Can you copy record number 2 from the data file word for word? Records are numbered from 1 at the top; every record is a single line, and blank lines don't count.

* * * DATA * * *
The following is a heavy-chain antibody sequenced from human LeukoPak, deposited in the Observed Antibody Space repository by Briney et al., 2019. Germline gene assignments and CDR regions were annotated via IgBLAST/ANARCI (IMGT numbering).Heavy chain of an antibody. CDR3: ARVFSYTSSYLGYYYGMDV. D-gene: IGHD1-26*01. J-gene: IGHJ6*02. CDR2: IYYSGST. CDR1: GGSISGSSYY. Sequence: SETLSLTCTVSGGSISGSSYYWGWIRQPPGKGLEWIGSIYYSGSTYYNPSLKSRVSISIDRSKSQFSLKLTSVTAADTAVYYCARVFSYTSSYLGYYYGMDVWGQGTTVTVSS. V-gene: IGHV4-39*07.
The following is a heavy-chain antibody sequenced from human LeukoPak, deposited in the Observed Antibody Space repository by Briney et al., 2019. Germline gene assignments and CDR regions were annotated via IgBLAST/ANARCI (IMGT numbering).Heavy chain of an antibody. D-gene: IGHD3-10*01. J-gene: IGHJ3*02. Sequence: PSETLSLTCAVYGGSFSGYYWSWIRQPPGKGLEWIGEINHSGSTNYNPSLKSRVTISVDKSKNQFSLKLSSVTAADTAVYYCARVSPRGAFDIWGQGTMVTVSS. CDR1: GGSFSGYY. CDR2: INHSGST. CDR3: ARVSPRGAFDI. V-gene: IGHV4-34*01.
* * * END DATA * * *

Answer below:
The following is a heavy-chain antibody sequenced from human LeukoPak, deposited in the Observed Antibody Space repository by Briney et al., 2019. Germline gene assignments and CDR regions were annotated via IgBLAST/ANARCI (IMGT numbering).Heavy chain of an antibody. D-gene: IGHD3-10*01. J-gene: IGHJ3*02. Sequence: PSETLSLTCAVYGGSFSGYYWSWIRQPPGKGLEWIGEINHSGSTNYNPSLKSRVTISVDKSKNQFSLKLSSVTAADTAVYYCARVSPRGAFDIWGQGTMVTVSS. CDR1: GGSFSGYY. CDR2: INHSGST. CDR3: ARVSPRGAFDI. V-gene: IGHV4-34*01.